Maine was the first state to require PFAS testing of sludge and later banned re-purposing the waste as farm fertilizer. Lawmakers also made headlines two years ago when they passed a first-in-the-nation bill to ban PFAS in all products sold in the state by 2030.

But before that happens, Maine environmental regulators want to remove PFAS from food packaging.

"In this particular instance, we are a little bit in the middle of the pack. Usually on PFAS we are leading,” said Sarah Woodbury, who works on PFAS policy issues with the Portland-based organization Defend Our Health.

While Woodbury said several other states have moved faster, she added that it made sense for Maine to piggyback on Washington's work on identifying safer alternatives.

"Our markets might be slightly different, but in the grand scheme of things, food packaging is food packaging,” Woodbury said. “And so we know what is out there for alternatives so it makes sense to base the alternatives off of what Washington state has done and kind of utilize all of their hard work instead of remaking the wheel to try to do our own thing."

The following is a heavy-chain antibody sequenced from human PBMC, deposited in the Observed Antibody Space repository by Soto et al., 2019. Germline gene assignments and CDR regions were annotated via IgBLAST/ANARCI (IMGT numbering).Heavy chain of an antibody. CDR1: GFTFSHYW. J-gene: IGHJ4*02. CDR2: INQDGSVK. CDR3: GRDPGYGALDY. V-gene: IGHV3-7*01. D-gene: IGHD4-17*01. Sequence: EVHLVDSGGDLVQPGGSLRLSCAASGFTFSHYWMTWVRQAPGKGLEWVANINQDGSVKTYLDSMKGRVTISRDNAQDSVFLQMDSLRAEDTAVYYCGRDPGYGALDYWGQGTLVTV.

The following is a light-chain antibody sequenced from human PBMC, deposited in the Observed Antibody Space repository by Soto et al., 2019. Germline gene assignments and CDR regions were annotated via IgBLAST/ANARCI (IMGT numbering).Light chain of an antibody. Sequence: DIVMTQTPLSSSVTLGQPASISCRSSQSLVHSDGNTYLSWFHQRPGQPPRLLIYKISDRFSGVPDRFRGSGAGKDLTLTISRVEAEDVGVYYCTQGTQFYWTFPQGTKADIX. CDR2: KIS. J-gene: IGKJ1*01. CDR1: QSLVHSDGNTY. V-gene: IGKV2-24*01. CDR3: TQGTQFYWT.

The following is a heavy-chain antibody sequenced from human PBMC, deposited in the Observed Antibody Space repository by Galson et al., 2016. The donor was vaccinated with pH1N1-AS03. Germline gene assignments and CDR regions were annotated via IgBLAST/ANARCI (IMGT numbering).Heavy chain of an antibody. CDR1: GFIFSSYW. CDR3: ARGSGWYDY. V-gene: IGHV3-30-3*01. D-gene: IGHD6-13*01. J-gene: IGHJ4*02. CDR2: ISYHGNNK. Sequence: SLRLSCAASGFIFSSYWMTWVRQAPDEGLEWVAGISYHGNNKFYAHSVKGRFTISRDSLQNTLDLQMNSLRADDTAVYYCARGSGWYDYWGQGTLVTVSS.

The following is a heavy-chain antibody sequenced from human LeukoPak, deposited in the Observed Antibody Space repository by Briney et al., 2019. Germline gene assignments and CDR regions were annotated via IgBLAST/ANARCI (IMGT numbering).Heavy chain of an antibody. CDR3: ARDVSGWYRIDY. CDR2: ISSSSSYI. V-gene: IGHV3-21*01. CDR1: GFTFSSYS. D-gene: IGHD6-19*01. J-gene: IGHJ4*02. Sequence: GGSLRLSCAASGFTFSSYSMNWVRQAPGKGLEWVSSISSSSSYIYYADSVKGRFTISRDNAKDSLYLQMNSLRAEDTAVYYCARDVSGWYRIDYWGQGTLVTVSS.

The packaging industry has been heavily involved in state house policy discussions from Augusta to Olympia to Sacramento. A representative for the American Institute for Packaging and Environment declined to comment for this story but says the trade group would formally respond to the Maine DEP's draft rules.

Erika Schreder, science director at the Seattle-based group Toxic-Free Future, said she hasn't heard about any container shortages since Washington began rolling out its new rules in February.

"What we have heard is that the major manufacturers of food packaging in the United States have all now moved away from PFAS,” Schreder said.

Schreder said that as more states take action, major chains like McDonald's, Whole Foods and Starbucks have announced they are switching to PFAS-free packaging. The same thing happened more than a decade ago when health concerns prompted Washington and Maine to ban certain flame retardant in carpets, upholstered furniture and appliances. Other states followed suit and manufacturers changed the formulations.

"We've seen over the years that when states pass laws, companies pay attention and they start moving toward safer alternatives,” Schreder said. “And this has been happening for decades."

Maine's prohibition would only apply to manufacturers with more than $1 billion in sales. The DEP’s Loyzim said the aim is to capture the market leaders without harming smaller producers.

"Hopefully this sort of gets at the biggest and largest sources that are in distribution,” Loyzim said. “If we find after implementation there are entities that have been excluded that may be major contributors to PFAS in the waste stream, that is certainly a limit that can always be revisited by the Legislature."

Loyzim added that the DEP is just starting the lengthy rulemaking process. Both the Maine Board of Environmental Protection and the Legislature must ultimately approve the rules.